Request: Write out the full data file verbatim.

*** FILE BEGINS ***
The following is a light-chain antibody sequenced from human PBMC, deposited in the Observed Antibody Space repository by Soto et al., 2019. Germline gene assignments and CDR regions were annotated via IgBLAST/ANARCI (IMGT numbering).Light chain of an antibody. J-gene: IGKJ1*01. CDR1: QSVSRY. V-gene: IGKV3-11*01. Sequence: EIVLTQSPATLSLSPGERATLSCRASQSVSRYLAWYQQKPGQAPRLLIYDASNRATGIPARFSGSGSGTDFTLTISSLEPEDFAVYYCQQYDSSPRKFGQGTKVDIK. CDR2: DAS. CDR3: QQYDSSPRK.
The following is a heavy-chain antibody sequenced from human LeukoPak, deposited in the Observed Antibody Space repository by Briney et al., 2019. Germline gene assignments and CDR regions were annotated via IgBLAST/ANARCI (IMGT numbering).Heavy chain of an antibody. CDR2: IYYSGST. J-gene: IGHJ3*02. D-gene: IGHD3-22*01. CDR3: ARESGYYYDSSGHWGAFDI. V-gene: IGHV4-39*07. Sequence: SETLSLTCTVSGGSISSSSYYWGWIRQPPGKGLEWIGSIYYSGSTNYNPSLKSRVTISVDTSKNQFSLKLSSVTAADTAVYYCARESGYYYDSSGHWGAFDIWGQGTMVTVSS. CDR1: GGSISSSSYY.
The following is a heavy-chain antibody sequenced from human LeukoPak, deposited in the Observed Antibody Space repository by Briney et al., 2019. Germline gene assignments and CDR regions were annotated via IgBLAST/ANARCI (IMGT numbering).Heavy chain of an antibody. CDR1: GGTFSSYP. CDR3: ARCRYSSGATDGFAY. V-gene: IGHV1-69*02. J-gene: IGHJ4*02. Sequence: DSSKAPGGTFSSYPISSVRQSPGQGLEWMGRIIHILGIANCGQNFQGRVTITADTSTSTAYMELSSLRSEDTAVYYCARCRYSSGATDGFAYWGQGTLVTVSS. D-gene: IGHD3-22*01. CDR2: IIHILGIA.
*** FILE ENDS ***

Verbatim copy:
The following is a light-chain antibody sequenced from human PBMC, deposited in the Observed Antibody Space repository by Soto et al., 2019. Germline gene assignments and CDR regions were annotated via IgBLAST/ANARCI (IMGT numbering).Light chain of an antibody. J-gene: IGKJ1*01. CDR1: QSVSRY. V-gene: IGKV3-11*01. Sequence: EIVLTQSPATLSLSPGERATLSCRASQSVSRYLAWYQQKPGQAPRLLIYDASNRATGIPARFSGSGSGTDFTLTISSLEPEDFAVYYCQQYDSSPRKFGQGTKVDIK. CDR2: DAS. CDR3: QQYDSSPRK.
The following is a heavy-chain antibody sequenced from human LeukoPak, deposited in the Observed Antibody Space repository by Briney et al., 2019. Germline gene assignments and CDR regions were annotated via IgBLAST/ANARCI (IMGT numbering).Heavy chain of an antibody. CDR2: IYYSGST. J-gene: IGHJ3*02. D-gene: IGHD3-22*01. CDR3: ARESGYYYDSSGHWGAFDI. V-gene: IGHV4-39*07. Sequence: SETLSLTCTVSGGSISSSSYYWGWIRQPPGKGLEWIGSIYYSGSTNYNPSLKSRVTISVDTSKNQFSLKLSSVTAADTAVYYCARESGYYYDSSGHWGAFDIWGQGTMVTVSS. CDR1: GGSISSSSYY.
The following is a heavy-chain antibody sequenced from human LeukoPak, deposited in the Observed Antibody Space repository by Briney et al., 2019. Germline gene assignments and CDR regions were annotated via IgBLAST/ANARCI (IMGT numbering).Heavy chain of an antibody. CDR1: GGTFSSYP. CDR3: ARCRYSSGATDGFAY. V-gene: IGHV1-69*02. J-gene: IGHJ4*02. Sequence: DSSKAPGGTFSSYPISSVRQSPGQGLEWMGRIIHILGIANCGQNFQGRVTITADTSTSTAYMELSSLRSEDTAVYYCARCRYSSGATDGFAYWGQGTLVTVSS. D-gene: IGHD3-22*01. CDR2: IIHILGIA.